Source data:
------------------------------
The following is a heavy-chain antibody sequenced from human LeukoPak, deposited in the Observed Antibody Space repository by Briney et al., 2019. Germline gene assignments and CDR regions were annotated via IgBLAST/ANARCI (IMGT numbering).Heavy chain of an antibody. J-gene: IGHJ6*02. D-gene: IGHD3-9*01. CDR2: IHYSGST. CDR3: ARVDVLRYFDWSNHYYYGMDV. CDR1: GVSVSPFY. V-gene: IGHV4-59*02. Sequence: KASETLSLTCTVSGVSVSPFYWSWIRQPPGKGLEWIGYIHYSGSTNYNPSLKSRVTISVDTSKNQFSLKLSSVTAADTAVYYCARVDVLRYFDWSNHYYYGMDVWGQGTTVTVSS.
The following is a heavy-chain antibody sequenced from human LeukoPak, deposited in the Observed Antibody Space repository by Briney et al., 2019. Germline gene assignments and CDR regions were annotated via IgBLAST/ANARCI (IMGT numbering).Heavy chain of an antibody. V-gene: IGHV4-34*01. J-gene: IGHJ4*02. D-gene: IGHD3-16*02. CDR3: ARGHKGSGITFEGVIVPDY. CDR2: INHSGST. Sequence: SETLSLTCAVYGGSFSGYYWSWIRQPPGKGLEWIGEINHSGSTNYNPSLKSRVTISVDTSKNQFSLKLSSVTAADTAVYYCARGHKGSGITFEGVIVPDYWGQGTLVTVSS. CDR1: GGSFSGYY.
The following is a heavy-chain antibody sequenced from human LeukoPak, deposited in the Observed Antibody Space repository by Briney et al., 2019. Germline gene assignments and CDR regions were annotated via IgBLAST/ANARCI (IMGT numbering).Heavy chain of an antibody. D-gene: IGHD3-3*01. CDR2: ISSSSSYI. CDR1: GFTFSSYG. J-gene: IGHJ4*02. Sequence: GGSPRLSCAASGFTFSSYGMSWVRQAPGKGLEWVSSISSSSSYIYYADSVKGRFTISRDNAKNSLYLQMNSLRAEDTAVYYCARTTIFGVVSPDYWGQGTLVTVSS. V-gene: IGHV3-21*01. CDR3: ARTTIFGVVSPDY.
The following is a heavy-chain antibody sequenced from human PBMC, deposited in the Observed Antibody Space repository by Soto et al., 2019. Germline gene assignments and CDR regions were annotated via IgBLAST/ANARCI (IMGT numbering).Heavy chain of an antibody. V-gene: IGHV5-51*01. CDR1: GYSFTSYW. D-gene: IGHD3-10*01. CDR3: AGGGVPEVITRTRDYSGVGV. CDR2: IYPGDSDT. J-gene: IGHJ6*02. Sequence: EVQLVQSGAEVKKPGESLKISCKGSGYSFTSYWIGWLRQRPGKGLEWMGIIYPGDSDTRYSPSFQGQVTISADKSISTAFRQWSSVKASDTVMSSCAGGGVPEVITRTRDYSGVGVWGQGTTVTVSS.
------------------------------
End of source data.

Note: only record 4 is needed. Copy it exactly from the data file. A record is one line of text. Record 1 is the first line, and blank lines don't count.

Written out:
The following is a heavy-chain antibody sequenced from human PBMC, deposited in the Observed Antibody Space repository by Soto et al., 2019. Germline gene assignments and CDR regions were annotated via IgBLAST/ANARCI (IMGT numbering).Heavy chain of an antibody. V-gene: IGHV5-51*01. CDR1: GYSFTSYW. D-gene: IGHD3-10*01. CDR3: AGGGVPEVITRTRDYSGVGV. CDR2: IYPGDSDT. J-gene: IGHJ6*02. Sequence: EVQLVQSGAEVKKPGESLKISCKGSGYSFTSYWIGWLRQRPGKGLEWMGIIYPGDSDTRYSPSFQGQVTISADKSISTAFRQWSSVKASDTVMSSCAGGGVPEVITRTRDYSGVGVWGQGTTVTVSS.